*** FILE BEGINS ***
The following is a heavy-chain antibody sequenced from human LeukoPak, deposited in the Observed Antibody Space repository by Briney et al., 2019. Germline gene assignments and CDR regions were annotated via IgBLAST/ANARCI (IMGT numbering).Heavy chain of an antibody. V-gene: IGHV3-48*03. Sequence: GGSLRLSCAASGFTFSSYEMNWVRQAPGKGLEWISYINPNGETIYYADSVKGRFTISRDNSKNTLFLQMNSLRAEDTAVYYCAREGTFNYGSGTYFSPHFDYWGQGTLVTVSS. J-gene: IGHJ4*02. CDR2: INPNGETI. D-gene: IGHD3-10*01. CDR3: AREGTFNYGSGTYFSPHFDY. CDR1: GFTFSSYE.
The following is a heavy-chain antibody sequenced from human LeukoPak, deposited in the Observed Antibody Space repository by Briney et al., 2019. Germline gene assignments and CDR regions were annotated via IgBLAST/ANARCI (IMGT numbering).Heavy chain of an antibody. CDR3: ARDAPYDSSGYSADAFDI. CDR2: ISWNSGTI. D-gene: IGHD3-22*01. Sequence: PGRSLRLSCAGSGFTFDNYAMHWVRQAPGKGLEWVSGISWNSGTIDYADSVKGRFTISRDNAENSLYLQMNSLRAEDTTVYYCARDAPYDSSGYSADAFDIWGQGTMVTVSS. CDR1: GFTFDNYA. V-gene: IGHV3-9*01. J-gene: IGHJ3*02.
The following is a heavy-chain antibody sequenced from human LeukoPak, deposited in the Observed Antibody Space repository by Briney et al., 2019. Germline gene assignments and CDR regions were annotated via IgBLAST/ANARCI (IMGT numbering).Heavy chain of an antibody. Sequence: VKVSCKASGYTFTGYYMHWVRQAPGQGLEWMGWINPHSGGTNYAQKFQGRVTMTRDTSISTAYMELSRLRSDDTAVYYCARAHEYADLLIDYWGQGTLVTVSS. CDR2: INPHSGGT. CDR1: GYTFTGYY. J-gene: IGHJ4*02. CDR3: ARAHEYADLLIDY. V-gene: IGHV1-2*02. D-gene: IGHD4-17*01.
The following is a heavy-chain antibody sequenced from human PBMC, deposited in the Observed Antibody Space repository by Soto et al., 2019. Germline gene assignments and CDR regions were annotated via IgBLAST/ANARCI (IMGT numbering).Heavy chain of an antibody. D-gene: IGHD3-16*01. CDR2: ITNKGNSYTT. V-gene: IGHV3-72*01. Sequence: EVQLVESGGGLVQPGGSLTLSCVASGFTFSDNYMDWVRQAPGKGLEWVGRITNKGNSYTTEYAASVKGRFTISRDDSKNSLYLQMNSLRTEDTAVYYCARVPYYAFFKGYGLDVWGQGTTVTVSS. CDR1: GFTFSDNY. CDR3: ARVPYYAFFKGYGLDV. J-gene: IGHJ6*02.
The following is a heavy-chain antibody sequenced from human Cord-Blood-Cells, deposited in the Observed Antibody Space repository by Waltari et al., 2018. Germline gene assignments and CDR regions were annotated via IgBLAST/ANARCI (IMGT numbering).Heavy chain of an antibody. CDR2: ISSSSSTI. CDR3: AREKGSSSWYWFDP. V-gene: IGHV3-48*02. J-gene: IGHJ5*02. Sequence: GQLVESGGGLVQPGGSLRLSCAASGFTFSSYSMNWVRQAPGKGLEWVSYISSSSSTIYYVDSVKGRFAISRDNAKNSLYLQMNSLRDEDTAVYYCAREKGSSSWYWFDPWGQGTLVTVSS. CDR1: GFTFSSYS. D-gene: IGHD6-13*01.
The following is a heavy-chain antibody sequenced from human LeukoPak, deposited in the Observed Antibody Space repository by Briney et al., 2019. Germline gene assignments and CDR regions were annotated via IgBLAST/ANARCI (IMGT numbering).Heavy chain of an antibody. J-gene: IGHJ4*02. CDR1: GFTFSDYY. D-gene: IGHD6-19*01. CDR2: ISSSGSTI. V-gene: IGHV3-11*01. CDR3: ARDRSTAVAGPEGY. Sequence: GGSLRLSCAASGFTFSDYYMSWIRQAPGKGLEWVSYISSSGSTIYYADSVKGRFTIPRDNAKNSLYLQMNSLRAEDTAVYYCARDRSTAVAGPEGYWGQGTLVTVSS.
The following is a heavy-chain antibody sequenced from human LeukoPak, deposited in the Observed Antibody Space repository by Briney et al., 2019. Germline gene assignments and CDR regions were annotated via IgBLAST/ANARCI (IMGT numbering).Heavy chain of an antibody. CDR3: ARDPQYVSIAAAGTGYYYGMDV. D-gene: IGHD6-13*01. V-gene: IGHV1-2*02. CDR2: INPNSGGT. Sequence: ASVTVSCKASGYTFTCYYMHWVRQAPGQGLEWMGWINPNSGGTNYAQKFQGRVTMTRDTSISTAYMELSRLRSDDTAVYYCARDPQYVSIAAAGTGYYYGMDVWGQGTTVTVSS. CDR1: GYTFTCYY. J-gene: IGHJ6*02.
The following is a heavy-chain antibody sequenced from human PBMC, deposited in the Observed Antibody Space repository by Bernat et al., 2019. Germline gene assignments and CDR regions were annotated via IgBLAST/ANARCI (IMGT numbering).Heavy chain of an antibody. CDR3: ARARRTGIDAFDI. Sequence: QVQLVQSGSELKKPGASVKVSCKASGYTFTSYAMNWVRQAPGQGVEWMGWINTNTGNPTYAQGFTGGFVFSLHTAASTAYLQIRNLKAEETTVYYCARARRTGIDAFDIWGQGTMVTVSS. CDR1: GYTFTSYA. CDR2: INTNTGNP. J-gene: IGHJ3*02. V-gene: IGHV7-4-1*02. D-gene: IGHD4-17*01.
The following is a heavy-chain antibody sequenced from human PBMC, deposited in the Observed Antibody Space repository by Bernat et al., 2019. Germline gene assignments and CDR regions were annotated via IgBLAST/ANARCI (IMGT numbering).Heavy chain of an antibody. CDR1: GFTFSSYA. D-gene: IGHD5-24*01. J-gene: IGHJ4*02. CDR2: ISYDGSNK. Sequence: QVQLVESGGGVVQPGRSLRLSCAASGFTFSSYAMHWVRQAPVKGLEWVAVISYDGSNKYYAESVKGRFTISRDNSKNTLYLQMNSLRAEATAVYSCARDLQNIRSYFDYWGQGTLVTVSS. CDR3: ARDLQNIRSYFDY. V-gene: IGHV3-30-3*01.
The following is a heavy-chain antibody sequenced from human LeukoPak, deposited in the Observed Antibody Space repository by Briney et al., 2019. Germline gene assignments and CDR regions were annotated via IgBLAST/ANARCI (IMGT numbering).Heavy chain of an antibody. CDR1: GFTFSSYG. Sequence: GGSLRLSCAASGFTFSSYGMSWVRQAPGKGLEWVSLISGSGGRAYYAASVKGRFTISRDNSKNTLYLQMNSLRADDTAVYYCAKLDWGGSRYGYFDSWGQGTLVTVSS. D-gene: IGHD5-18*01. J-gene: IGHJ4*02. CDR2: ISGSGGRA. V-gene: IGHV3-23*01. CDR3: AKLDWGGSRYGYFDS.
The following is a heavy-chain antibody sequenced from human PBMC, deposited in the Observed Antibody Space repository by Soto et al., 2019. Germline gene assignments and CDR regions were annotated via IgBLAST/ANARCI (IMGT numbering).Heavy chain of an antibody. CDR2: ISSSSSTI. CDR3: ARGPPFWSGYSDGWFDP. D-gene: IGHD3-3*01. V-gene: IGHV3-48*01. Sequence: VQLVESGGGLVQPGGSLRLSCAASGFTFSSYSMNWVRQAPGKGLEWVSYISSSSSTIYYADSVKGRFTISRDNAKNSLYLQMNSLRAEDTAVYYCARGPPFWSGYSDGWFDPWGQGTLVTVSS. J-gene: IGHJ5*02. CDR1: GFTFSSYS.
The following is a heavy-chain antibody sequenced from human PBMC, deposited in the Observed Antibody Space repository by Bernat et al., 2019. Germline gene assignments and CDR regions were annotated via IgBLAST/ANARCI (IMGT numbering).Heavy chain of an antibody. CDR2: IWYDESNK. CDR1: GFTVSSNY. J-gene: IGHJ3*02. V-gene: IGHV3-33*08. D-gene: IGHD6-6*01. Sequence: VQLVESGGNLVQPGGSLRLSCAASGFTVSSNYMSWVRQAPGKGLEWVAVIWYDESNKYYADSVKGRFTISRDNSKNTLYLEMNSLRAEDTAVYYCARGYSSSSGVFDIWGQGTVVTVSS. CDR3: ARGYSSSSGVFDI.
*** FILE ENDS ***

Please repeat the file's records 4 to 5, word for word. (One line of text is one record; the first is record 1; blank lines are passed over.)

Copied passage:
The following is a heavy-chain antibody sequenced from human PBMC, deposited in the Observed Antibody Space repository by Soto et al., 2019. Germline gene assignments and CDR regions were annotated via IgBLAST/ANARCI (IMGT numbering).Heavy chain of an antibody. D-gene: IGHD3-16*01. CDR2: ITNKGNSYTT. V-gene: IGHV3-72*01. Sequence: EVQLVESGGGLVQPGGSLTLSCVASGFTFSDNYMDWVRQAPGKGLEWVGRITNKGNSYTTEYAASVKGRFTISRDDSKNSLYLQMNSLRTEDTAVYYCARVPYYAFFKGYGLDVWGQGTTVTVSS. CDR1: GFTFSDNY. CDR3: ARVPYYAFFKGYGLDV. J-gene: IGHJ6*02.
The following is a heavy-chain antibody sequenced from human Cord-Blood-Cells, deposited in the Observed Antibody Space repository by Waltari et al., 2018. Germline gene assignments and CDR regions were annotated via IgBLAST/ANARCI (IMGT numbering).Heavy chain of an antibody. CDR2: ISSSSSTI. CDR3: AREKGSSSWYWFDP. V-gene: IGHV3-48*02. J-gene: IGHJ5*02. Sequence: GQLVESGGGLVQPGGSLRLSCAASGFTFSSYSMNWVRQAPGKGLEWVSYISSSSSTIYYVDSVKGRFAISRDNAKNSLYLQMNSLRDEDTAVYYCAREKGSSSWYWFDPWGQGTLVTVSS. CDR1: GFTFSSYS. D-gene: IGHD6-13*01.